In this issue we are pleased to introduce eight distinctive new writers to our readers. Seven of these writers appear in our journal for the first time. The issue opens with award-winning poems by two Goshen College students, Kate Stoltzfus and Mary Roth. (Kate’s story “The Bunny Murders” appeared ...
by Kate Stoltzfus
"Oracle" won first prize in the best free verse poem category from the Indiana Collegiate Press Association's Literary Magazine Competition in April 2013. The poem was published in Red Cents, 2012, the award-winning creative arts journal of the Goshen College English Department.
by Mary Roth
"Elder Song" won second prize in the best free verse poem category from the Indiana Collegiate Press Association's Literary Magazine Competition in April 2013. The poem was published in Red Cents, 2012, the award-winning creative arts journal of the Goshen College English Department.
by Sarah Kortemeier
From Ground Zero to Hiroshima, these poems create a network of perceptions, gently holding the globe as a whole while honoring silent spaces.
by Jennifer Jantz Estes
These two poems draw on the author's recognition of her heritage within the farming and Mennonite communities of central Kansas.
by Julie Swarstad Johnson
The first two poems below come from Pennsylvania Furnace, a manuscript which explores the history of the iron industry in central Pennsylvania.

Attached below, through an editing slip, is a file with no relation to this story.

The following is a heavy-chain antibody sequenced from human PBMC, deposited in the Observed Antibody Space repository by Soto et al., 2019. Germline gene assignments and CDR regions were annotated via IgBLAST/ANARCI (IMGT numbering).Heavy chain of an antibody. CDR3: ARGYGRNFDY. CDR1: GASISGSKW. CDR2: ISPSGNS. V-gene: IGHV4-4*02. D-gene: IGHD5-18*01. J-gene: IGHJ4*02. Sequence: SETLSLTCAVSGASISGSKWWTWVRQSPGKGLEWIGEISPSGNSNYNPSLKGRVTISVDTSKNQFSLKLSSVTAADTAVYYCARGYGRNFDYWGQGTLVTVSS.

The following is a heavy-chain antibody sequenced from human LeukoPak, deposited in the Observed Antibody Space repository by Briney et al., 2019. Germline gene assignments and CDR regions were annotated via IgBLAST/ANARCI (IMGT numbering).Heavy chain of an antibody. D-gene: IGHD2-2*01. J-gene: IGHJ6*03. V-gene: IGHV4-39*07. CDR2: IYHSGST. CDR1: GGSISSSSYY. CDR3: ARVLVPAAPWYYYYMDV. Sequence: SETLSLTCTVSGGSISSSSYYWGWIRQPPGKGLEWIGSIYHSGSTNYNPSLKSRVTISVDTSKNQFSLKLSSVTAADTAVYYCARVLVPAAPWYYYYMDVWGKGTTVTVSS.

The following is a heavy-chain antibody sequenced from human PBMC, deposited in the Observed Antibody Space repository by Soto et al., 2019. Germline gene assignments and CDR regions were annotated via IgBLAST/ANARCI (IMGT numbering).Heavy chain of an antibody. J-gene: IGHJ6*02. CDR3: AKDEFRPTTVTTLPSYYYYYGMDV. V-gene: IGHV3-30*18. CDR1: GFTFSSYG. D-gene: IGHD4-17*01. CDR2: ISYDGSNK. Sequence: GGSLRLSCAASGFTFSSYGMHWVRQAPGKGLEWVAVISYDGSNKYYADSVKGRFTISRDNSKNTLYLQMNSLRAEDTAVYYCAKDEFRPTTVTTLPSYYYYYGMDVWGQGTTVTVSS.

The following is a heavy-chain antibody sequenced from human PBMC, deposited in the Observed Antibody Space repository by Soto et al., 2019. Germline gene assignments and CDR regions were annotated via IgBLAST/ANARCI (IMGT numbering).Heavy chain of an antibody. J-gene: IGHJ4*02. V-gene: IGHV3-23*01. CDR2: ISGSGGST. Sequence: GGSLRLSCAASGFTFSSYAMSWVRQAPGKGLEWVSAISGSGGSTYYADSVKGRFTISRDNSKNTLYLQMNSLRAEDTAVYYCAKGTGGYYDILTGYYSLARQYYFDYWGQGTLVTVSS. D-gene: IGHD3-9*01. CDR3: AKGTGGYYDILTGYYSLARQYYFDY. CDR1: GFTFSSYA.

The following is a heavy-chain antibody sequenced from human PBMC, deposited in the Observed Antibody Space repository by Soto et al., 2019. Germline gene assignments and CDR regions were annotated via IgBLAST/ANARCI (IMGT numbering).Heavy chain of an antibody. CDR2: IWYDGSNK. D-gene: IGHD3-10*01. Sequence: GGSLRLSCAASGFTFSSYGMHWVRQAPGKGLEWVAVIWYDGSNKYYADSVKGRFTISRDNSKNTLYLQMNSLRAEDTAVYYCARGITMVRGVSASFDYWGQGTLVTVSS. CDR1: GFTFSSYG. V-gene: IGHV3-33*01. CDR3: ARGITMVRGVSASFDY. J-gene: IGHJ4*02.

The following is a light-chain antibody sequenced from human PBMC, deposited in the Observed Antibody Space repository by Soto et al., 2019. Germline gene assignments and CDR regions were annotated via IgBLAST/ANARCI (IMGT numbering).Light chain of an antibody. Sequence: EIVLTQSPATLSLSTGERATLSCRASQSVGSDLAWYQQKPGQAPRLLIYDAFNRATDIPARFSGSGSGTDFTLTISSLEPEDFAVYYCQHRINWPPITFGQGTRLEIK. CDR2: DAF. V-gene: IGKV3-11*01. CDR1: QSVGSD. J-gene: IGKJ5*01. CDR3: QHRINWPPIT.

by Lucy Bryan Green
Cally studies the rack of free weights and notes that someone has swapped the twenty and twenty-five pound dumbbells. She rearranges them, then picks up the forty-pounders sitting beneath the weight bench and returns them to the rack. On her way back to the counter, she sees a gold thread ...
by Greta Holt
After Leslie was killed, I walked the streets of Gaborone until the Botswana Bandanna caught my eye. Having nothing better to do, I went in to have my hair ‘tonged, frozen, wrapped, pineappled, ponied, braided or cockscrewed’ as the sign outside advertised. I asked the proprietress, a large woman wrapped ...
by Nathan Malenke
Buck’s biggest disappointment in his son’s ninth birthday wasn’t Jimmy’s lackluster response to his gift, but instead Jimmy’s decision to name his new hamster Armstrong.
“Buzz. Buzz is a good name,” Buck had insisted until he had felt the pressure of Mary’s hand on ...
- 2014 Cincinnati Mennonite Arts Weekend Presenters Announced
- Critical Essays from Mennonite/s Writing VI in MQR
- Jane Rohrer featured in The American Poetry Review
- Call For Creative Nonfiction-- Ruminate
- CALL FOR POEMS written “in the spirit of” William Stafford
- Greta Holt: These poems demonstrate the Anabaptist sense of living slightly off ...
- Greta Holt: How easy it is to extend invitations, but how difficult ...
- Greta Holt: The reader is seduced by the worth of the moments ...
- Libby McCord: A poignant story of a woman trying to live large ...
- Mary Thomas Watts: The shock and sorrow of a friend’s untimely death ...